Every Saturday we round up the most interesting writing about beer and pubs we’ve found in the past week. This time we’ve got gas, Guinness and Gärten.
The beer industry just can’t catch a break these days. On top of some terrifying figures being thrown around in relation to the rising costs of commercial energy, there’s also a problem with supplies of CO2:
CF Industries is halting ammonia production at its UK plant, in Billingham. This, in turn, will reduce carbon dioxide (CO2) supplies… The plant is the main source of the country’s CO2 which is used throughout the food and drink industry. A temporary closure of the plant last year led to many shortages in the supply chain. Closure now is being blamed on soaring natural gas prices.
Dublin by Pub has caved to popular demand and decided to give a straight answer to an often-asked question: where’s the best pint of Guinness in the city?
J.M Cleary’s: Amiens Street
A favoured haunt of Michael Collins, Cleary’s is said to have had its electricity bill taken care of by Irish Rail to balance the inconvenience of having had a railway bridge pass over its roof. Evidently, the time that would have been spent on the administrative task of paying the electric has been better spent perfecting their pint purveying abilities- they’re unrivalled between the canals, as far as we’re concerned.
(Price: €5.20 as of Summer 2022)
Dave, founder of A Hoppy Place, a bottle shop in Windsor, has written in some detail about the process of crowdfunding the opening of a second outlet in Maidenhead:
I think there is an issue of credibility when it comes to some crowdfunders, and especially non-equity crowdfunders. A great many of us have been sold a dream, some snake oil, or invest in a brewery only to see it fail months later. My great friends at Weird Beard for example raised a very respectable £46k only 6 or so months before their brewery in Hanwell was closed… A question is always going to be “why do they need MY money – don’t they have it / can’t they get it?”… Both answers to that can be galling. Either the owner has access to his own funds and doesn’t want to invest them, or worse for the health of your investment: Doesn’t, and the banks are saying no.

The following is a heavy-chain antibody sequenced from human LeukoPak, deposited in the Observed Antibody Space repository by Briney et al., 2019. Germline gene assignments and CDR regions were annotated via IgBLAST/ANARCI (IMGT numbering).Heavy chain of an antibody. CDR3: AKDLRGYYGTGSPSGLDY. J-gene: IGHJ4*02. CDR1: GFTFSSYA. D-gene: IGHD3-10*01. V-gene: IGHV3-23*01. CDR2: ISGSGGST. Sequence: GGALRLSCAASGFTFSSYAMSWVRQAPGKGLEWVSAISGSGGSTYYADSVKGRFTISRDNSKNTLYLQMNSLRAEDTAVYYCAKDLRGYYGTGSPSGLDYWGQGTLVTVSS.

Lisa Grimm has been to Belfast and for Weird Beer Girl writes about her experience of drinking cask ale in its pubs:
We had been recommended The Crown Liquor Saloon for cask and food by many people, and during pre-trip planning, I was excited to update my Nicholson’s Pub app so that we could order from our eventual table (especially handy when you have a hungry child in tow). Although their dining room was closed and it was a bit crowded in the bar area as a result (soooo many people looking for the perfect Instagram shot without even getting a beer), we did manage to score one of the very pleasant snugs and ordered away… As an aside, my Grand Unified Theory of Everything is that the world would be a more pleasant place if we could replace all ‘Spoons with Nicholson’s pubs, but maybe I simply haven’t been in enough of the latter to have had a bad experience.
For The Washington Post Will Hawkes evokes the world of the Bavarian beer garden with a long piece covering their past, present and purpose:
Munich’s beer gardens have a checkered history. The Löwenbräukeller in Stiglmaierplatz, for example, hosted Nazi meetings in the early years of the Second World War, until a Royal Air Force bombing raid severely damaged half the building in 1944. Other beer halls and gardens, such as the Hofbräukeller in Wiener Platz, can tell similar stories… This is not, though, the Löwenbräukeller’s only history of note. It opened in 1883, when Munich was the “City of Beer and Art,” a glorious moment of growth and cultural richness. Its appearance reflects that, even if its iconic stone lion, gazing moodily into the middle distance from its perch above the entrance, was added in 1911.
(You might be unlucky with the paywall but we had no trouble reading this piece.)
At Ferment, the promo mag for a beer subscription service, Rachel Hendry asks a great question: why are people so obsessed with “getting a booth”?
My friend Elliot Comanescu works across hospitality, design and architecture, so I asked him about the sinful, sought after nature of the booth seating… “I think you can draw lots out of this notion of public and private spaces. Booth seating creates a sense of privacy and intimacy simultaneously,” says Elliot. “The increased height of the back creates more privacy than your regular chair,” he adds, which is something I’d never considered before. A space within a space. Interesting.
Whatever the reason, the same psychology must also be behind the undignified argy-bargy over ‘table seats’ on the train.
Finally, from Twitter…